Illegal immigrants detained at the Northwest Detention Center in Tacoma, Washington, stopped a hunger strike shortly before Easter Sunday. The detainees demanded more money for doing chores, better food, and medical care.
Nearly 750 detainees reportedly refused their meals; nearly half of the 1,500 inmate capacity of the detention center. The hunger strike began earlier in the week on April 10 when some of the male detainees refused their lunches. Some women at the detention center later joined in the protest, the Seattle Times reported.
Protesters planned to fast for at least three days because the U.S. Immigration and Customs Enforcement (ICE) agency reportedly does not recognize hunger strikes that are any shorter.
All but one detention hold-out had stopped the strike by Saturday morning, said a spokeswoman for ICE.
The detention facility was at the center of a publicized hunger strike in 2014 when Time reported that Paulino Ruiz “was sick of eating a boiled potato at every meal.” He also reportedly claimed to be fed-up with the $1-a-day he received for doing custodial chores. He further alleged harsh treatment by detention center personnel. Ruiz is a legal resident who came to the United States at the age of three. He was scheduled for removal by immigration officers after he served prison time for robbery. All but just a handful of inmates stopped their strike after it had gone on for more than a week, Time reported.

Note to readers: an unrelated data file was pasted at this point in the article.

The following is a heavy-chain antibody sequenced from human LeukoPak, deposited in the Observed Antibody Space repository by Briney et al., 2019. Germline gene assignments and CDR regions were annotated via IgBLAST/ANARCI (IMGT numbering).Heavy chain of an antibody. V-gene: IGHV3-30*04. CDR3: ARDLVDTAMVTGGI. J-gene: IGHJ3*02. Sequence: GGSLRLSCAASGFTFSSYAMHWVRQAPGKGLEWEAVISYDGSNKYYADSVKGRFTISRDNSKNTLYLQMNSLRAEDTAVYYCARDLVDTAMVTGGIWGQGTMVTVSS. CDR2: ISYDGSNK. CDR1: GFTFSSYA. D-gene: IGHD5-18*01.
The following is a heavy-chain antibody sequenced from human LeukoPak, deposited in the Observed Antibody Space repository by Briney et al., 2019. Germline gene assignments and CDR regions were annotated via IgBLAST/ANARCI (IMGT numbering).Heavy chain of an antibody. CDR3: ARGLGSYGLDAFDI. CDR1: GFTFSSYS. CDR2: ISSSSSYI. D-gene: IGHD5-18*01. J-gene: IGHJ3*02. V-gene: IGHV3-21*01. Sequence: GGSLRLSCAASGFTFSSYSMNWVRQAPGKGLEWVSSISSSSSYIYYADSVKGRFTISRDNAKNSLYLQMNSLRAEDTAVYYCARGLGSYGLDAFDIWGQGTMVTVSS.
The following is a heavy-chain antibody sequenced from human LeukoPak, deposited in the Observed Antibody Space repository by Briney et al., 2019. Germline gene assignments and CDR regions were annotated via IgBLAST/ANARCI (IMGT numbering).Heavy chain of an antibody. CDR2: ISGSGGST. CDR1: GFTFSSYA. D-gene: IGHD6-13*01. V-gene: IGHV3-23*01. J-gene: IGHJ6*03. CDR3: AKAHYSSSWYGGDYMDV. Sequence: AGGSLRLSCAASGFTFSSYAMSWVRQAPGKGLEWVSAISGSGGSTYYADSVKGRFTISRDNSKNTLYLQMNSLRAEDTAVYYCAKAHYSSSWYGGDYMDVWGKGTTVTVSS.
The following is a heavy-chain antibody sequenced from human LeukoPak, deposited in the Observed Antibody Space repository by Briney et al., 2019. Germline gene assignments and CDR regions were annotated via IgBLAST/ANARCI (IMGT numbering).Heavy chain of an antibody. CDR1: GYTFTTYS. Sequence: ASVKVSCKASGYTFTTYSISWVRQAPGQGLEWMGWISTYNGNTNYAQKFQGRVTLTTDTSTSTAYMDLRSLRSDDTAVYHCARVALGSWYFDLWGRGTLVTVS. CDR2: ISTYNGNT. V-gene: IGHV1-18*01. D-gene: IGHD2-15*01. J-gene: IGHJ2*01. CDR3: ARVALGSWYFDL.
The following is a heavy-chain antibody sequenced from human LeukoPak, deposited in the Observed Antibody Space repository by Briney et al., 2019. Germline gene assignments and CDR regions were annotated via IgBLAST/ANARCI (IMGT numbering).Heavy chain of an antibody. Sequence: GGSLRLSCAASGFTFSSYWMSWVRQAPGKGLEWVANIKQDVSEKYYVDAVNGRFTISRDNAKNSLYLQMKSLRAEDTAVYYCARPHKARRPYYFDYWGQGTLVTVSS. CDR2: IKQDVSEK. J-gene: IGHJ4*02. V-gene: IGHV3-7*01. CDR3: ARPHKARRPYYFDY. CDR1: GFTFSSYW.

Breitbart Texas reported in mid-April that more than 60,000 illegal aliens that were housed in a Colorado detention center are suing the federal contractor who operates the detention center. They allege the facility compelled “forced labor” in violation of federal human trafficking laws and are seeking money damages and restitution. Lawyers for the GEO Group, Inc. counter that no other court has ever recognized trafficking or unjust enrichment claims for cleaning bathrooms, serving meals, doing laundry, and performing other housekeeping duties. There is a supervised program of daily cleaning by all detainees, and GEO implements these requirements “through an ICE-approved program.” “Nobody trafficked them there,” the defendant argued in a motion filed with the court which authorized the class action lawsuit.